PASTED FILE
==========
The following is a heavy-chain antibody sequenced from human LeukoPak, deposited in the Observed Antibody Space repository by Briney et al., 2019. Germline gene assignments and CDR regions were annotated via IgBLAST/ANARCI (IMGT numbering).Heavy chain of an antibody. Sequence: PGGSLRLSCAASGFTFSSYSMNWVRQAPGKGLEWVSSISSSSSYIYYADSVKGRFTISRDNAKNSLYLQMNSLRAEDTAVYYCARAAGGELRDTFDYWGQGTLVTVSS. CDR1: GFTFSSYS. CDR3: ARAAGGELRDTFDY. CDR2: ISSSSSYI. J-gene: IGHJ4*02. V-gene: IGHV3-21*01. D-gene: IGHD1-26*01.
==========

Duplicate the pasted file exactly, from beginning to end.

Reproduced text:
The following is a heavy-chain antibody sequenced from human LeukoPak, deposited in the Observed Antibody Space repository by Briney et al., 2019. Germline gene assignments and CDR regions were annotated via IgBLAST/ANARCI (IMGT numbering).Heavy chain of an antibody. Sequence: PGGSLRLSCAASGFTFSSYSMNWVRQAPGKGLEWVSSISSSSSYIYYADSVKGRFTISRDNAKNSLYLQMNSLRAEDTAVYYCARAAGGELRDTFDYWGQGTLVTVSS. CDR1: GFTFSSYS. CDR3: ARAAGGELRDTFDY. CDR2: ISSSSSYI. J-gene: IGHJ4*02. V-gene: IGHV3-21*01. D-gene: IGHD1-26*01.